Mastery tyranny and desire thomas thistlewood

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mastery tyranny and desire thomas thistlewood

Mastery, Tyranny, and Desire: Thomas Thistlewood and His Slaves in the Anglo-Jamaican World by Trevor Burnard

Eighteenth-century Jamaica, Britains largest and most valuable slave-owning colony, relied on a brutal system of slave management to maintain its tenuous social order. Trevor Burnard provides unparalleled insight into Jamaicas vibrant but harsh African and European cultures with a comprehensive examination of the extraordinary diary of plantation owner Thomas Thistlewood.

Thistlewoods diary, kept over the course of forty years, describes in graphic detail how white rule over slaves was predicated on the infliction of terror on the bodies and minds of slaves. Thistlewood treated his slaves cruelly even while he relied on them for his livelihood. Along with careful notes on sugar production, Thistlewood maintained detailed records of a sexual life that fully expressed the societys rampant sexual exploitation of slaves. In Burnards hands, Thistlewoods diary reveals a great deal not only about the man and his slaves but also about the structure and enforcement of power, changing understandings of human rights and freedom, and connections among social class, race, and gender, as well as sex and sexuality, in the plantation system.
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Thomas thistlewood

Mastery, Tyranny, and Desire: Thomas Thistlewood and His Slaves in the Anglo-Jamaican World

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Robert Olwell, T revor B urnard. Scholars of colonial Jamaica, and of American slavery, know Thomas Thistlewood as a notoriously cruel slave master. The diaries that Thistlewood kept throughout his thirty-six years on the island are some of the most important documents for plantation life in Jamaica in the latter half of the eighteenth century. Thistlewood carefully recorded his daily exercise of power over slaves with methods that often employed extreme force. But the resulting book is far more important than that. With Thistlewood as his prism, Burnard has also drawn a vivid and penetrating portrait of late eighteenth-century Jamaica.

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Trevor Burnard. Most historians of slavery are familiar with Thomas Thistlewood, the young man from Lincolnshire who settled in Westmoreland Parish, Jamaica in , where he lived and worked in various capacities until his death in Much of the historical literature on slavery in the British West Indies is seasoned with material from Thistlewood's extensive diaries, which are among the richest surviving documents for the period. Thistlewood himself has been the subject of one book-length study by Douglas Hall; but, whereas, Hall's book reads almost like an annotated abridgement of the diaries, Trevor Burnard's work is a finely crafted microhistory of Thistlewood's life and world, brimming over with fascinating detail. Along the way, Burnard uses the diaries as a springboard to discuss the workings of power in a mature and still ascendant plantation colony, emphasizing throughout the overwhelming dominance of the planter class. Thomas Thistlewood was born in Tupholme, Lincolnshire in , the son of a tenant.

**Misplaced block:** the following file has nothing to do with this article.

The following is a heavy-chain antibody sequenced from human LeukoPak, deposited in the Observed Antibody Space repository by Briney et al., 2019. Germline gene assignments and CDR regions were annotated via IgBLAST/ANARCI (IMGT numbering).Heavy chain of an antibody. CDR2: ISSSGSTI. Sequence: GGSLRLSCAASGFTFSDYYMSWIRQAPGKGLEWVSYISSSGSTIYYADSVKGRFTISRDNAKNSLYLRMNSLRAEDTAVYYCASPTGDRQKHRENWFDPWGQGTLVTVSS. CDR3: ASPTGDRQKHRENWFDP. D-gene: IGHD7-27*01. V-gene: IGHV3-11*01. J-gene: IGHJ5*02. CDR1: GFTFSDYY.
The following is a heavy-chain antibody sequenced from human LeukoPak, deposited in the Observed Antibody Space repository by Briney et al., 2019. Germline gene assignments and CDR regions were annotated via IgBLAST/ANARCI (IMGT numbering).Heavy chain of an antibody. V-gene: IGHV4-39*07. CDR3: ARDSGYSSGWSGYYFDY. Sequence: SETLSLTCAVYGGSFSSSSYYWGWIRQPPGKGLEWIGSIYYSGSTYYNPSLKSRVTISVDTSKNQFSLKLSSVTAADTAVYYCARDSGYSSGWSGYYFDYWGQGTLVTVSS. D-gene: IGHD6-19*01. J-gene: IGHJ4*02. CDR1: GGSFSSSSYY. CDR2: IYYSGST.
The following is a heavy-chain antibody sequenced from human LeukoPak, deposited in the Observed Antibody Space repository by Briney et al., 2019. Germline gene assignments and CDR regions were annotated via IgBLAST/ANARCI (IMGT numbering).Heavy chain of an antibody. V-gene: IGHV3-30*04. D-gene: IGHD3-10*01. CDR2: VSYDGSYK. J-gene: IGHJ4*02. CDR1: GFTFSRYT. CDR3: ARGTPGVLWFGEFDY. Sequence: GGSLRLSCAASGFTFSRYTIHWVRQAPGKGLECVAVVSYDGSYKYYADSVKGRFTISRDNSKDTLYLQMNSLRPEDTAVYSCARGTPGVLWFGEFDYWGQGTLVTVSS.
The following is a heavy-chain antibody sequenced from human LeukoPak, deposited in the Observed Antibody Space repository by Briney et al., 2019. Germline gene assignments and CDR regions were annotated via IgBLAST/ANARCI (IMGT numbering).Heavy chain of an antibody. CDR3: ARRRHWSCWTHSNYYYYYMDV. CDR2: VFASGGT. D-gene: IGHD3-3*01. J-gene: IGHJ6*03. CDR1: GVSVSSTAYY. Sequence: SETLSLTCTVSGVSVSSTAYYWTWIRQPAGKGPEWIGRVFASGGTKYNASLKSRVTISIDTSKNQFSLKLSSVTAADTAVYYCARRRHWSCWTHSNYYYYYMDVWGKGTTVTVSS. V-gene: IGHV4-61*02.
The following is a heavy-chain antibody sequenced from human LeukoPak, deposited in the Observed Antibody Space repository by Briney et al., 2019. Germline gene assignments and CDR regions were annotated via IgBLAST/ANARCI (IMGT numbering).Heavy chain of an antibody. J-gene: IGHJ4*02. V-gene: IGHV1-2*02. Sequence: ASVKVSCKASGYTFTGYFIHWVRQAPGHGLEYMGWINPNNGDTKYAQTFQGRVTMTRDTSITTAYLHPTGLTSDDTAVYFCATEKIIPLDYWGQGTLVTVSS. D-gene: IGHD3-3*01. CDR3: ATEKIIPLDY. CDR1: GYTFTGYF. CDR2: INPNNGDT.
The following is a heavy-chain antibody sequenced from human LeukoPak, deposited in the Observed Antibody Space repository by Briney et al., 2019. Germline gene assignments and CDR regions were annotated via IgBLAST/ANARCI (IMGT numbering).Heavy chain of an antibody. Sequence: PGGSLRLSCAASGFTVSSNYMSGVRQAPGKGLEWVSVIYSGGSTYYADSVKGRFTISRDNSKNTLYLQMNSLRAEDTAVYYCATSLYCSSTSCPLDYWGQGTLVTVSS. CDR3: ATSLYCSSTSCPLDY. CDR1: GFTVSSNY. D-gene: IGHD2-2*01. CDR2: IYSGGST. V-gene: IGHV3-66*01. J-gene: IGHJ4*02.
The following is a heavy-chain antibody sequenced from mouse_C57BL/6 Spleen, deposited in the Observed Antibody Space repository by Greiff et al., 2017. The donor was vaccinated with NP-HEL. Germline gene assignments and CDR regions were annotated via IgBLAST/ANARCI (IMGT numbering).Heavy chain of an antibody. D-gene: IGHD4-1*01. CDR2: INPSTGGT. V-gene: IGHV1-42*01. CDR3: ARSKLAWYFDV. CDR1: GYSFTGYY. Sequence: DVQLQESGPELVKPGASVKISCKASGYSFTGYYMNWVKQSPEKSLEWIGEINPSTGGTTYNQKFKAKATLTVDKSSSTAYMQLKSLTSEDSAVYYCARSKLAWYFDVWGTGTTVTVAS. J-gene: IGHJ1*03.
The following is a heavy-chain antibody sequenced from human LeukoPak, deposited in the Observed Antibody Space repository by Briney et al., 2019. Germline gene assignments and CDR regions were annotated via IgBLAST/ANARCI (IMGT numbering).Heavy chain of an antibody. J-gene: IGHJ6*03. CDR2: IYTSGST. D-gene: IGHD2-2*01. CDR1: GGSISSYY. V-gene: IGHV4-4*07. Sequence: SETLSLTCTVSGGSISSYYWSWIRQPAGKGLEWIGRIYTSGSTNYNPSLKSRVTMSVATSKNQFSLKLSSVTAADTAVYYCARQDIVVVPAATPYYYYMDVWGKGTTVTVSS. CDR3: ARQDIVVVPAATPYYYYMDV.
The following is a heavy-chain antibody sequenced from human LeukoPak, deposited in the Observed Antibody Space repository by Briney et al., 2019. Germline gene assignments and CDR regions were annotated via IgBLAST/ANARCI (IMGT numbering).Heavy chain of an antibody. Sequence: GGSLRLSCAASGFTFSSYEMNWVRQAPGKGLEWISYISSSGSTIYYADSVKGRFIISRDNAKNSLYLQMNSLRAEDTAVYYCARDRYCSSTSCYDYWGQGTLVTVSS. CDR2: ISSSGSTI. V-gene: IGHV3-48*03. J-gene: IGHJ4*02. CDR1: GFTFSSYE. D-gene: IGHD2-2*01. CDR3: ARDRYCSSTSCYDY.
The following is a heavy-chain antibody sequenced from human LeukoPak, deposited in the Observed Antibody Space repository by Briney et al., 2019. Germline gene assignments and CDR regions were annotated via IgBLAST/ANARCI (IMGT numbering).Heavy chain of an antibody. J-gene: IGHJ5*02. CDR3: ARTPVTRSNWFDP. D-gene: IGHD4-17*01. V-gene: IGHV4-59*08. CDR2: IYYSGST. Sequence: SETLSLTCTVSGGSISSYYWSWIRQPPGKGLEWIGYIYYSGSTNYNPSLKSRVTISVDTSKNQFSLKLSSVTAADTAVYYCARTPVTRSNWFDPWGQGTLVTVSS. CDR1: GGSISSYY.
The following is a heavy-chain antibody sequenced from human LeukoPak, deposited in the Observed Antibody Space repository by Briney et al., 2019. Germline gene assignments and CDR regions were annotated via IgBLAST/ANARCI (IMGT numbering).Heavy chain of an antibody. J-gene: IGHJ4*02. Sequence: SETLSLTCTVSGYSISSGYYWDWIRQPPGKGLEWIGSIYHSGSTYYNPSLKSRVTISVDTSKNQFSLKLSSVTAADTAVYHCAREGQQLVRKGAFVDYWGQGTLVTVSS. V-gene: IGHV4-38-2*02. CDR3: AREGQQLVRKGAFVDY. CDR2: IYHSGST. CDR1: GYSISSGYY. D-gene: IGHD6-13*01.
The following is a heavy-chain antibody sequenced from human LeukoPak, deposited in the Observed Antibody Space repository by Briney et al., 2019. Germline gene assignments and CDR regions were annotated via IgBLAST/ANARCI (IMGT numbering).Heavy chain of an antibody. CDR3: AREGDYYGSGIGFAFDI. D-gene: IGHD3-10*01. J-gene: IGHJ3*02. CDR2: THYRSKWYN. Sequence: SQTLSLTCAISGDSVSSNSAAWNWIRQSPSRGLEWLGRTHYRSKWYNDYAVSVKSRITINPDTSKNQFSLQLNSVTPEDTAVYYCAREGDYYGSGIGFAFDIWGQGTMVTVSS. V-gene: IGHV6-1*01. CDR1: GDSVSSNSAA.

Thistlewood's diary, kept over the course of forty years, describes in graphic detail how white rule over slaves was predicated on the infliction of terror on the bodies and minds of slaves. Thistlewood treated his slaves cruelly even while he relied on them for his livelihood. Along with careful notes on sugar production, Thistlewood maintained detailed records of a sexual life that fully expressed the society's rampant sexual exploitation of slaves. In Burnard's hands, Thistlewood's diary reveals a great deal not only about the man and his slaves but also about the structure and enforcement of power, changing understandings of human rights and freedom, and connections among social class, race, and gender, as well as sex and sexuality, in the plantation system. For more information about Trevor Burnard, visit the Author Page. Essential reading for anyone interested in early American history and culture.

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